The panorama was invented in the late 18th century by a guy in London. The very first panorama building was just north of Leicester Square. It's still there, although it is now used as a French-speaking? Roman Catholic Church. XXX's building was designed to hold two cylindrical panoramas.
They became very popular in the 19th century. As far as I can see they were all cylindrical. There were even developements such as the moving panorama in which the paintings were moved by mechanical means. Once cinematic "moving pictures" became available the panorama became less popular and very few have survived. Panorama 1453 is unusual in that it was made in modern times and also because it is spherical rather than cylindrical.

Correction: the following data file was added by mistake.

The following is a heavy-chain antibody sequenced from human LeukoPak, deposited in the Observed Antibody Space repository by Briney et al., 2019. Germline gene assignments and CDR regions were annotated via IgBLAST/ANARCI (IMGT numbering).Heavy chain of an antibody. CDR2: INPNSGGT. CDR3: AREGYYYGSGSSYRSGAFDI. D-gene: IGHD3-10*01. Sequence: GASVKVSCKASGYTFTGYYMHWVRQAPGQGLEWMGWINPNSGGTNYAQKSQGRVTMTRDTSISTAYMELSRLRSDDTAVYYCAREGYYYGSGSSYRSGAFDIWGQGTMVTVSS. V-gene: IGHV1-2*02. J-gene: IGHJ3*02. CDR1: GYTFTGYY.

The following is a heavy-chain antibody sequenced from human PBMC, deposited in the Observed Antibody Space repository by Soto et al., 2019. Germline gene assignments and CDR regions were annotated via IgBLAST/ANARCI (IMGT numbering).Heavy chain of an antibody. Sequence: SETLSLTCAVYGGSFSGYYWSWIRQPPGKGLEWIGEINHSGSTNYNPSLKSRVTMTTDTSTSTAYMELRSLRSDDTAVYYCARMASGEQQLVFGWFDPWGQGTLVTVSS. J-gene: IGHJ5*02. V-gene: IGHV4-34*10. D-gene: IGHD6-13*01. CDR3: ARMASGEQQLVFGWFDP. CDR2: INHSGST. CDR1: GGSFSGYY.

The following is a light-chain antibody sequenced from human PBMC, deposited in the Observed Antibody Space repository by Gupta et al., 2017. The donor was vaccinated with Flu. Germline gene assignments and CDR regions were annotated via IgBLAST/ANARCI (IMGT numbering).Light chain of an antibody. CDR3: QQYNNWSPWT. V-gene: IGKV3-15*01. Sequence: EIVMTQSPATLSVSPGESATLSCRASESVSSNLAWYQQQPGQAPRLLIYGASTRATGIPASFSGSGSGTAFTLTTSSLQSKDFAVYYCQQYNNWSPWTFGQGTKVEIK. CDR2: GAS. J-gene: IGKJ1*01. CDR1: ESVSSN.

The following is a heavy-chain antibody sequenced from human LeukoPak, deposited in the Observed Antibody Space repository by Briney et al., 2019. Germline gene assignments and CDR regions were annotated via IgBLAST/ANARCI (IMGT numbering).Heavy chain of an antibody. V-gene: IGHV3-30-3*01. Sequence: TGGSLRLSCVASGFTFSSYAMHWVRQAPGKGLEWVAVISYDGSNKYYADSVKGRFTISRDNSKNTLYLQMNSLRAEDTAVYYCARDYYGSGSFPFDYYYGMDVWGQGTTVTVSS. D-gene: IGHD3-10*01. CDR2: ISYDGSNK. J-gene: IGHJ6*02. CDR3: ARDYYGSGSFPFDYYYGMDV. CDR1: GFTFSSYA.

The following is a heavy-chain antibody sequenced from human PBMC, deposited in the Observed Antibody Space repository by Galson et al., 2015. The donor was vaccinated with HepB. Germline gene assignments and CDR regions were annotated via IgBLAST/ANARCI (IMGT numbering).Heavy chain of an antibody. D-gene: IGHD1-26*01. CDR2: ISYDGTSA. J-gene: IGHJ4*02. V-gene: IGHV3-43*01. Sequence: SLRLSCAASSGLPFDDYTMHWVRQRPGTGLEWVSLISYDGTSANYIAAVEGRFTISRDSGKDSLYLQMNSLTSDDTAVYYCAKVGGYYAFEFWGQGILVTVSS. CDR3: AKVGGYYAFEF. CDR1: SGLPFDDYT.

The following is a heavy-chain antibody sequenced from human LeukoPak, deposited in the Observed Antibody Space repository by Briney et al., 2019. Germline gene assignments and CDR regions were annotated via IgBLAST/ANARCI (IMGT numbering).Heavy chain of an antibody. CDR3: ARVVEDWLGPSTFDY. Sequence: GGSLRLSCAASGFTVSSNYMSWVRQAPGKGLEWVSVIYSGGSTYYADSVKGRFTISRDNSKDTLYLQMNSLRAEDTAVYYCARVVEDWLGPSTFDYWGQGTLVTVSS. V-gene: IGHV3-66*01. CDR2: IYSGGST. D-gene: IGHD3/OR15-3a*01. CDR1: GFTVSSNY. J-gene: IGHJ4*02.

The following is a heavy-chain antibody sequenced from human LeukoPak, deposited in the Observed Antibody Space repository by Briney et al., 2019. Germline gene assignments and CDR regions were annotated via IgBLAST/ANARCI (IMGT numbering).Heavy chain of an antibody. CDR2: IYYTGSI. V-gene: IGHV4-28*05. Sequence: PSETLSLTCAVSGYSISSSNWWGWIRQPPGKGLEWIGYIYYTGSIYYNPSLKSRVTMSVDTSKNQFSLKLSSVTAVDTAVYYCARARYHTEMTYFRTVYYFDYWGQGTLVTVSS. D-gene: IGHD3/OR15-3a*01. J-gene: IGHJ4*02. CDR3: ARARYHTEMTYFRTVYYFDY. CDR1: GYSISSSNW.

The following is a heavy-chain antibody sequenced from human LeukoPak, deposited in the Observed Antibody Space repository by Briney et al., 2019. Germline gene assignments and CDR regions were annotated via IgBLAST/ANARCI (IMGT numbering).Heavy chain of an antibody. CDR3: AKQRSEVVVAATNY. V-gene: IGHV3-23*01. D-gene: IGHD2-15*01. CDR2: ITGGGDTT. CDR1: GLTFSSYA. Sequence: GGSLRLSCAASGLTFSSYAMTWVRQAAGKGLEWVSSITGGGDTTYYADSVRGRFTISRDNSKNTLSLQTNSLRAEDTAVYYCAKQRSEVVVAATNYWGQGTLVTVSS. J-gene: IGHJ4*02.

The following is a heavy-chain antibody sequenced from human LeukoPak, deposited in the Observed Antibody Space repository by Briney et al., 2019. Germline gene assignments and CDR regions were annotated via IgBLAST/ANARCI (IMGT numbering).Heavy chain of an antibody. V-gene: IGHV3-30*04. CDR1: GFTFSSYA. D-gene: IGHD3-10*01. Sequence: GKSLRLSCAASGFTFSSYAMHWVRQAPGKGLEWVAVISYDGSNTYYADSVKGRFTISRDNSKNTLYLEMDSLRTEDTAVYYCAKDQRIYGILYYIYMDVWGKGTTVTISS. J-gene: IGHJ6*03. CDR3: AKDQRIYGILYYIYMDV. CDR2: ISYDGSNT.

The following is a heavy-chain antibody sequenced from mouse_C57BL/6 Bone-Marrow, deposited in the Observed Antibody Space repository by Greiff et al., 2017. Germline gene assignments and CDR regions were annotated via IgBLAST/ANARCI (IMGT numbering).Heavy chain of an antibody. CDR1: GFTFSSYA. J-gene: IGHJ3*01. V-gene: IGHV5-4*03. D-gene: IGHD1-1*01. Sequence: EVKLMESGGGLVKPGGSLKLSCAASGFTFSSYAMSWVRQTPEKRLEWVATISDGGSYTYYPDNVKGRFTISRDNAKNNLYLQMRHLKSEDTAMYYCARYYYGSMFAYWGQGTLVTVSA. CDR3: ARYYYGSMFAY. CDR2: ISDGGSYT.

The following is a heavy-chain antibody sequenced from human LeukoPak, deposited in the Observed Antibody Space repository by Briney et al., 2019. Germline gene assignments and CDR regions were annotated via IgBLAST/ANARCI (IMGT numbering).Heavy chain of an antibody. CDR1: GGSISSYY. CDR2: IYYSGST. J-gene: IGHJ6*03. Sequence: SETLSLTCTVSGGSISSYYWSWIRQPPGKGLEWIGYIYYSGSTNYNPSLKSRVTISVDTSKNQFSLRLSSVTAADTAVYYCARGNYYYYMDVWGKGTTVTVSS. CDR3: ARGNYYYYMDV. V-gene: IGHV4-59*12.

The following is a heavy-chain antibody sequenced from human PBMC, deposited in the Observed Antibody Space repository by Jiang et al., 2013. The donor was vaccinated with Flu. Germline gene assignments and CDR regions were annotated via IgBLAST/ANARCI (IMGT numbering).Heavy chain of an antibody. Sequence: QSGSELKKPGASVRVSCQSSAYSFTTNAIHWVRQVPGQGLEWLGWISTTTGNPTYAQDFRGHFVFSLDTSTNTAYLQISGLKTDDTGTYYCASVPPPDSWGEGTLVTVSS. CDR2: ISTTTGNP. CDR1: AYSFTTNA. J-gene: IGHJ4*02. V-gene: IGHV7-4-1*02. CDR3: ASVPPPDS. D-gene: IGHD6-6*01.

Panorama of the Battle of Waterloo - at the battlefield, just north of the Lion Mound. Built in 1911. Painting is cylindrical, about 110m in circumference (made from 12 canvases).
Panorama of Salzburg as seen from the Fortress on the hill above the city - dates from 1829 and is now located in the Salzburg Museum on the main square of the city (Residenz Platz).